Berlin — Germany’s private sector grew at a slower pace in April as services shifted into a lower gear but factory activity remained high, a survey showed on Friday, suggesting Europe’s biggest economy is likely to carry its upswing into the second quarter.
Markit’s flash composite purchasing managers index (PMI), which tracks the manufacturing and services activity that accounts for more than two-thirds of the economy, fell to 56.3 from 57.1 in March, which was a 70-month high.
The April reading was a tick lower than the consensus forecast in a Reuters poll of 56.8 but still comfortably above the 50 mark that separates growth from contraction.
Growth in manufacturing remained broadly stable at 58.2 after 58.3 in March, the highest level in nearly six years.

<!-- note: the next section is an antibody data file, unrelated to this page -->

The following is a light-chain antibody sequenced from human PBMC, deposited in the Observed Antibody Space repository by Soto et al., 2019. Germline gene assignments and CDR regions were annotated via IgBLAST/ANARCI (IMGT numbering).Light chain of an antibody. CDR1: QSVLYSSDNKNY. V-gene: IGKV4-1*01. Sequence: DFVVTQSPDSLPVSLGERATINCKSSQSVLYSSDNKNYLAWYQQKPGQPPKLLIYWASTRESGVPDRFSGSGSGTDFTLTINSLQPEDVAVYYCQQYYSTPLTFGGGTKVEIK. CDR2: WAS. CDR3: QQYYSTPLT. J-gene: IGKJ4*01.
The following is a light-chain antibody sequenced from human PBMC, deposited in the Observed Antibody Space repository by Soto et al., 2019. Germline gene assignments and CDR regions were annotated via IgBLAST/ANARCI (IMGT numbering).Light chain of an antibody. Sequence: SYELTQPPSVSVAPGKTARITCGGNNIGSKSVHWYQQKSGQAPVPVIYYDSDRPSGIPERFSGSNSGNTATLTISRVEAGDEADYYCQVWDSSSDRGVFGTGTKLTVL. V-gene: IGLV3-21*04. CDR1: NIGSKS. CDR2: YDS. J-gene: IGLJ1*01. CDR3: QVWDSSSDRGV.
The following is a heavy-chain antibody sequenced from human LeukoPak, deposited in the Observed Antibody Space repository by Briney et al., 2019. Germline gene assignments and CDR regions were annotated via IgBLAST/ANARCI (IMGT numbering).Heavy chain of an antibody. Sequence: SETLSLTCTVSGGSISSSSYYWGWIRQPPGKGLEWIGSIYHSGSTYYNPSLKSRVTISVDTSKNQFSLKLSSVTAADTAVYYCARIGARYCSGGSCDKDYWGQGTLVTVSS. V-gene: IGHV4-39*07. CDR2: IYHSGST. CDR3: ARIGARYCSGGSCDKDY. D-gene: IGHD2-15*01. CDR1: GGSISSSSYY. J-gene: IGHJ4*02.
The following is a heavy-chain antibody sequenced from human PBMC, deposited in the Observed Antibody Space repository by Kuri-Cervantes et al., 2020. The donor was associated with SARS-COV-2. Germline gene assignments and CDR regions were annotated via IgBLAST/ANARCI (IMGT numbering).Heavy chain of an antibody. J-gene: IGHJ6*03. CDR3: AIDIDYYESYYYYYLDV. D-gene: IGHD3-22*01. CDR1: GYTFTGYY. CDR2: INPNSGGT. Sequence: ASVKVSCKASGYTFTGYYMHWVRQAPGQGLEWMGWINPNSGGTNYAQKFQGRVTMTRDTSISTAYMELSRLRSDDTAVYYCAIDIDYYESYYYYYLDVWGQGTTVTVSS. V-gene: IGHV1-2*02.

But the survey showed business activity in the services sector accelerated less strongly than expected in April, coming in at 54.7. IHS Markit economist Trevor Balchin said this could take the edge off the economy’s performance in coming months.
"Although manufacturing continued its run of impressive growth in April, a closer look at the latest services data suggests that overall expansion may continue to ease in the coming months," Balchin said.
Germany’s GDP grew by 1.9% in 2016, the strongest rate in five years, helped by a vibrant domestic economy whereas net trade was a drag to overall growth.
Strong industrial output and export figures for January and February have suggested that the economy shifted into an even higher gear in the first quarter of 2017, helped by rising global demand for cars and machines.
Economists expect Germany’s quarterly growth rate to clearly pick up in the January-March period after 0.4% in the final three months of 2016.